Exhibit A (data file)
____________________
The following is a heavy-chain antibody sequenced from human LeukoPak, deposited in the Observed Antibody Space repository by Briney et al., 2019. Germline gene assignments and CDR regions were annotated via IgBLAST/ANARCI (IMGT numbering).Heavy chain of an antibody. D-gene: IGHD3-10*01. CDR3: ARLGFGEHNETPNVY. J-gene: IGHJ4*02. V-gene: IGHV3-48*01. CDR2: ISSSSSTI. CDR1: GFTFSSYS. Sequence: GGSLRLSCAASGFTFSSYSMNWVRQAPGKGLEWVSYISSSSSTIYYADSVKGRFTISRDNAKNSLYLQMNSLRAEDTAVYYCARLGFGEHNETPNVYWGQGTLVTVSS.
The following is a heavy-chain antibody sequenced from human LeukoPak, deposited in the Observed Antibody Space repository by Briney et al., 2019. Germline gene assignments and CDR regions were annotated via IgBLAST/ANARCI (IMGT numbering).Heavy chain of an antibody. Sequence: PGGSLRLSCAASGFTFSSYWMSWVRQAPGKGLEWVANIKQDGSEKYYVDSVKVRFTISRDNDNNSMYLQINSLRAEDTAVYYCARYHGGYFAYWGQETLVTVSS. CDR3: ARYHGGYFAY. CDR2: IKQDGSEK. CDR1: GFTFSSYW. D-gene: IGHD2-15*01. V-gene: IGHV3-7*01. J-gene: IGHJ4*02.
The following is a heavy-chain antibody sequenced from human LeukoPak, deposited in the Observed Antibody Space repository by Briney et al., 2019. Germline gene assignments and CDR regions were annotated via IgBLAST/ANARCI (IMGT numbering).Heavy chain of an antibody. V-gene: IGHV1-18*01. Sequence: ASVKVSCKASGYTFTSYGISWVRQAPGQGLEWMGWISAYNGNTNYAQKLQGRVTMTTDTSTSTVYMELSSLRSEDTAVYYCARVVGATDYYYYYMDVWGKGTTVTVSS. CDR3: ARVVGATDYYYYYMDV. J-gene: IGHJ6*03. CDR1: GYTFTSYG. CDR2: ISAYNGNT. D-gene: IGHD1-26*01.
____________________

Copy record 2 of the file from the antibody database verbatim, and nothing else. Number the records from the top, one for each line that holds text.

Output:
The following is a heavy-chain antibody sequenced from human LeukoPak, deposited in the Observed Antibody Space repository by Briney et al., 2019. Germline gene assignments and CDR regions were annotated via IgBLAST/ANARCI (IMGT numbering).Heavy chain of an antibody. Sequence: PGGSLRLSCAASGFTFSSYWMSWVRQAPGKGLEWVANIKQDGSEKYYVDSVKVRFTISRDNDNNSMYLQINSLRAEDTAVYYCARYHGGYFAYWGQETLVTVSS. CDR3: ARYHGGYFAY. CDR2: IKQDGSEK. CDR1: GFTFSSYW. D-gene: IGHD2-15*01. V-gene: IGHV3-7*01. J-gene: IGHJ4*02.